Don’t get too used to it! It might be 6 months, it might be 6 years, but someone, somewhere, will pick up on your history. It happens sometimes. The thing to remember is, it doesn’t mean “I don’t pass anymore!” – it means that one person read you a certain way. It’s easy to think that everyone is thinking what the last rude (or polite) person said to you, but I don’t think that’s helpful. I’m sure you will find passing becomes more and more frequent now as you relax into it. Just try not to be devastated if someone reads you in future, because it happens to us all, sister. (Friendly advice from someone who has been deeply upset many times because I believed myself to be completely “out of the danger” zone” and therefore had more of a shock when shit happened!) xx

    • 2

      janefae said,

      mebbe…though i am coming at this from a different angle. It was something i didn’t believe possible or likely…so having now to deal with it happening as opposed to it NOT happening….and if the pattern continues, then in time i’ll have to learn to deal, too, with the issue you raise.

      jane xx

  2. 3

    ParisLees said,

    PS – good for you though, obviously! x

  3. 4

    Rebecca Ashling said,

    I pass more often these days but I generally assume that I will be read by most people. Passing is an odd phenomenon though, as cis women can also be read as trans if they don’t fit whatever construction of femininity is in the eye of the beholder.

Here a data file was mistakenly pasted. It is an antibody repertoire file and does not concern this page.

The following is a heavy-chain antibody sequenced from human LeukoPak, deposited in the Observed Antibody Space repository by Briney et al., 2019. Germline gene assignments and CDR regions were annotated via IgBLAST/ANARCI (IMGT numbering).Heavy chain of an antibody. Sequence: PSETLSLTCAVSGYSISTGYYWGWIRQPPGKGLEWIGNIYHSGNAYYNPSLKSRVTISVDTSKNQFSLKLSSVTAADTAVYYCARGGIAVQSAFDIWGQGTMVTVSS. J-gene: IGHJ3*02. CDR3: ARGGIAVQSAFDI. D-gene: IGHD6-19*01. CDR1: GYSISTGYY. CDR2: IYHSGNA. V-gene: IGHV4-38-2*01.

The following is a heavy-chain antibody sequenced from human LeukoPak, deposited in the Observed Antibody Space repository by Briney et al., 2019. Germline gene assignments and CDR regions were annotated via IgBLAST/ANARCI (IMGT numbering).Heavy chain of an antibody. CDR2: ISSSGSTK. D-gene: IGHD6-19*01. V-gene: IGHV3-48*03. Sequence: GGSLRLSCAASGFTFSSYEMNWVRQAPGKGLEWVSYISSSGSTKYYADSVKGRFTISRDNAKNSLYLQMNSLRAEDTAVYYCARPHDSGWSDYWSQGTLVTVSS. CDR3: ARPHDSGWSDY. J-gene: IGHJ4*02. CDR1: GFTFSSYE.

4. 5

    QRG said,

    I passed as sane. – Adrian Mitchell

  5. 6

    Shirley Anne said,

    It is good to know that you do pass of course and perhaps put all the doubts in the bin. You could have replied I am his aunt or friend of the family but thinking you had to come out for whatever reason I think is a sign of insecurity in being the woman you are. If you come across guys who find you attractive tell them you have a partner (which isn’t a lie is it?). If in doubt as to their suppositions just walk away. I’m sure you know all these things anyhow.

    Shirley Anne x

  6. 7

    Jill said,

    I don’t know if there is ever an endgame, but the answer is simple – you are the boy’s parent. You’re not an aunt, or a friend of the family. You are biologically his parent, be proud of that😉

    • 8

      janefae said,

      yeah…but its the out and about stuff. Npot so much my relationship to him…but nerviness of being seen as “deceiving”, which is a concern i never thought i would have. Hang on for the next post, though…he had a fun timeat the weekend…almost “take your son to work day” as i took him out to Bristol Pride and then chatted to police about the EDL demo that went down at the same time.

      I think it sunk in properly for the first time that being a journo can mean exciting stuff like talking to police, being “almost on the news”, as he excitedly put it, and having to leave an area quite swiftly to avoid being kettled. He was under strict instructions NOT to inform his class teacher (inaccurately) that i had nearly been arrested.